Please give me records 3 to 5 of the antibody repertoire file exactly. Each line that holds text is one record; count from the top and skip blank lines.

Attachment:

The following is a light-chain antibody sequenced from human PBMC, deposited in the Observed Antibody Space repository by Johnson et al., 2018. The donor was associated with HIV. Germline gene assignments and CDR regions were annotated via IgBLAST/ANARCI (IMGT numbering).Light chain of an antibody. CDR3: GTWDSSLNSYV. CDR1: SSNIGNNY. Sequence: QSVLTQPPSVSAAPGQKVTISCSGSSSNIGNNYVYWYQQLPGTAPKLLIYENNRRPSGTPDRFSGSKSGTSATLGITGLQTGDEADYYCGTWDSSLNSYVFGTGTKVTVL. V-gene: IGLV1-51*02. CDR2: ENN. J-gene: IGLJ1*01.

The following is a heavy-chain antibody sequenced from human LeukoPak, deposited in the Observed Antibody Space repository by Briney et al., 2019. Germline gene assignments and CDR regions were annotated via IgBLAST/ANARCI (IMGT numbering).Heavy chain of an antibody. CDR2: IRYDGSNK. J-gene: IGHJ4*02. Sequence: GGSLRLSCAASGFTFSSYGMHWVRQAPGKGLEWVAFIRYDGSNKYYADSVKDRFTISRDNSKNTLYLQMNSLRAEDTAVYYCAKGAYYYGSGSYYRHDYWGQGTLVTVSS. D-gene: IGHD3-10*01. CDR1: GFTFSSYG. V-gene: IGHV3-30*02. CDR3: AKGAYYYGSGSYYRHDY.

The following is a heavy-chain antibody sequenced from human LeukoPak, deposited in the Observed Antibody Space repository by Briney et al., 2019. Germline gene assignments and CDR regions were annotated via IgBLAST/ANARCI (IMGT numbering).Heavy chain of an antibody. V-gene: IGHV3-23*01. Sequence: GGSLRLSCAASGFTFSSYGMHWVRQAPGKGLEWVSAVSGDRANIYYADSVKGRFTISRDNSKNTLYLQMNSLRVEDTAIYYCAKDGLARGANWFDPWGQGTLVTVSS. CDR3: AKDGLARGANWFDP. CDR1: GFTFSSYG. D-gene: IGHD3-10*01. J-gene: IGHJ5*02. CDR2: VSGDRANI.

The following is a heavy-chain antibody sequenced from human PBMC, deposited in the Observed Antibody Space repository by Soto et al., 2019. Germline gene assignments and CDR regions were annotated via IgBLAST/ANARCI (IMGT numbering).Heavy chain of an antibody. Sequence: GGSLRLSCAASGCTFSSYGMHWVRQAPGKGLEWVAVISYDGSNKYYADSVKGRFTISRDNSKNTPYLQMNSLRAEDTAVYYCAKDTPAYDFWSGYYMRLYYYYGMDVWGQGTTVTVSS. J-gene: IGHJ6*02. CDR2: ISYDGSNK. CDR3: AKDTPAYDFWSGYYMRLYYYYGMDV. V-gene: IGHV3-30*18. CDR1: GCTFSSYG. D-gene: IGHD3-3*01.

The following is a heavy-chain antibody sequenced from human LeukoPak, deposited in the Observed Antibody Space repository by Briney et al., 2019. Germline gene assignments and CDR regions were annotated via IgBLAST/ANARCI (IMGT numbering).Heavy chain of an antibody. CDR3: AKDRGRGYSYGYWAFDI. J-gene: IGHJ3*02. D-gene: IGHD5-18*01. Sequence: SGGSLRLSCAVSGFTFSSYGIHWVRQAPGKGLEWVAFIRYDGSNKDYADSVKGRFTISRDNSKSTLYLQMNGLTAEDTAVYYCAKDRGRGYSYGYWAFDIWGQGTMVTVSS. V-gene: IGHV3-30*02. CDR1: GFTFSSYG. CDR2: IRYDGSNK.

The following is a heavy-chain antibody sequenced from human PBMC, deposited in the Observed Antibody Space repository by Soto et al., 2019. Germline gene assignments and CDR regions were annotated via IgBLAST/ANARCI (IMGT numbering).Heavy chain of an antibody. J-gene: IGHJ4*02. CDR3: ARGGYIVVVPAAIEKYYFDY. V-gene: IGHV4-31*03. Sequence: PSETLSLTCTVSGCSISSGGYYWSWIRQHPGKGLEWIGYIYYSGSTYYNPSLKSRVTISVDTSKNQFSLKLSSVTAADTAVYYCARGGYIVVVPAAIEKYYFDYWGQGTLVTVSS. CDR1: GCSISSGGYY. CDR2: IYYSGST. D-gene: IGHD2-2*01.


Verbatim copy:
The following is a heavy-chain antibody sequenced from human LeukoPak, deposited in the Observed Antibody Space repository by Briney et al., 2019. Germline gene assignments and CDR regions were annotated via IgBLAST/ANARCI (IMGT numbering).Heavy chain of an antibody. V-gene: IGHV3-23*01. Sequence: GGSLRLSCAASGFTFSSYGMHWVRQAPGKGLEWVSAVSGDRANIYYADSVKGRFTISRDNSKNTLYLQMNSLRVEDTAIYYCAKDGLARGANWFDPWGQGTLVTVSS. CDR3: AKDGLARGANWFDP. CDR1: GFTFSSYG. D-gene: IGHD3-10*01. J-gene: IGHJ5*02. CDR2: VSGDRANI.

The following is a heavy-chain antibody sequenced from human PBMC, deposited in the Observed Antibody Space repository by Soto et al., 2019. Germline gene assignments and CDR regions were annotated via IgBLAST/ANARCI (IMGT numbering).Heavy chain of an antibody. Sequence: GGSLRLSCAASGCTFSSYGMHWVRQAPGKGLEWVAVISYDGSNKYYADSVKGRFTISRDNSKNTPYLQMNSLRAEDTAVYYCAKDTPAYDFWSGYYMRLYYYYGMDVWGQGTTVTVSS. J-gene: IGHJ6*02. CDR2: ISYDGSNK. CDR3: AKDTPAYDFWSGYYMRLYYYYGMDV. V-gene: IGHV3-30*18. CDR1: GCTFSSYG. D-gene: IGHD3-3*01.

The following is a heavy-chain antibody sequenced from human LeukoPak, deposited in the Observed Antibody Space repository by Briney et al., 2019. Germline gene assignments and CDR regions were annotated via IgBLAST/ANARCI (IMGT numbering).Heavy chain of an antibody. CDR3: AKDRGRGYSYGYWAFDI. J-gene: IGHJ3*02. D-gene: IGHD5-18*01. Sequence: SGGSLRLSCAVSGFTFSSYGIHWVRQAPGKGLEWVAFIRYDGSNKDYADSVKGRFTISRDNSKSTLYLQMNGLTAEDTAVYYCAKDRGRGYSYGYWAFDIWGQGTMVTVSS. V-gene: IGHV3-30*02. CDR1: GFTFSSYG. CDR2: IRYDGSNK.